BACKGROUND: Residential segregation, a geospatial manifestation of structural racism, is a fundamental driver of racial and ethnic health inequities, and longitudinal studies examining segregation’s influence on cardiovascular health are limited. This study investigates the impact of segregation on hypertension in a multiracial and multiethnic cohort and explores whether neighborhood environment modifies this association. METHODS AND RESULTS: Leveraging data from a diverse cohort of adults recruited from 6 sites in the United States with 2 decades of follow-up, we used race-and ethnicity-stratified Cox models to examine the association between time-varying segregation with incident hypertension in 1937 adults free of hypertension at baseline. Participants were categorized as residing in segregated and nonsegregated neighborhoods using a spatial-weighted measure. We used a robust covariance matrix estimator to account for clustering within neighborhoods and assessed effect measure modification by neighborhood social or physical environment. Over an average follow-up of 7.35 years, 65.5% non-Hispanic Black, 48.1% Chinese, and 53.7% Hispanic participants developed hypertension. Net of confounders, Black and Hispanic residents in segregated neighborhoods were more likely to develop hypertension relative to residents in nonsegregated neighborhoods (Black residents: hazard ratio [HR], 1.33; 95% CI, 1.09–1.62; Hispanic residents: HR, 1.33; 95% CI, 1.04–1.70). Results were similar but not significant among Chinese residents (HR, 1.20; 95% CI, 0.83–1.73). Among Black residents, neighborhood social environment significantly modified this association such that better social environment was associated with less pronounced impact of segregation on hypertension. CONCLUSIONS: This study underscores the importance of continued investigations of groups affected by the health consequences of racial residential segregation while taking contextual neighborhood factors, such as social environment, into account.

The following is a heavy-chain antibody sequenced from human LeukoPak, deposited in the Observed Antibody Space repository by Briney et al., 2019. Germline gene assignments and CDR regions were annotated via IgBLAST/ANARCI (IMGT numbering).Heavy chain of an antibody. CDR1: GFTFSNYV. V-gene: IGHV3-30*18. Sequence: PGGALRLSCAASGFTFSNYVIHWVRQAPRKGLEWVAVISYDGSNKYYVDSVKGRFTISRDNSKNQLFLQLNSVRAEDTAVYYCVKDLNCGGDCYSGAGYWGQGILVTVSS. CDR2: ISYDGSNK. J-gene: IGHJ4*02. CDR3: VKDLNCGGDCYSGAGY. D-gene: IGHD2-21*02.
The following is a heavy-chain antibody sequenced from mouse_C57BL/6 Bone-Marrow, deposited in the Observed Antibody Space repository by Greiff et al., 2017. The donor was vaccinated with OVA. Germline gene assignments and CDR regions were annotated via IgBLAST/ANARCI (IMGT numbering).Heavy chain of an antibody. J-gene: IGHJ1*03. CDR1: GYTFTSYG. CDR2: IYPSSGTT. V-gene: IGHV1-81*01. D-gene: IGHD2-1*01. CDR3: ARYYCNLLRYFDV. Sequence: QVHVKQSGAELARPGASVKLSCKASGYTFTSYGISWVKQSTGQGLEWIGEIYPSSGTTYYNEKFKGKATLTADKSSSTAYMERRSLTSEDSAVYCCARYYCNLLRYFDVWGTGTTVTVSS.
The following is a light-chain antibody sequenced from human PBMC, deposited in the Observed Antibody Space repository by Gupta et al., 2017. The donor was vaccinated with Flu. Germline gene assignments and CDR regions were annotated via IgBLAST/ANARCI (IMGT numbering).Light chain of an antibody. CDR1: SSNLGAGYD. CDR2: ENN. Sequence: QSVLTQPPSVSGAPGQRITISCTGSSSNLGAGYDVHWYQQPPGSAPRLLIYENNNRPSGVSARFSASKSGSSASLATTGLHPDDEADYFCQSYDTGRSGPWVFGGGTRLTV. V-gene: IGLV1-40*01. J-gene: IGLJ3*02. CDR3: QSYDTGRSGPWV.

- health equity
- neighborhood environment
- racial residential segregation
ASJC Scopus subject areas
- Cardiology and Cardiovascular Medicine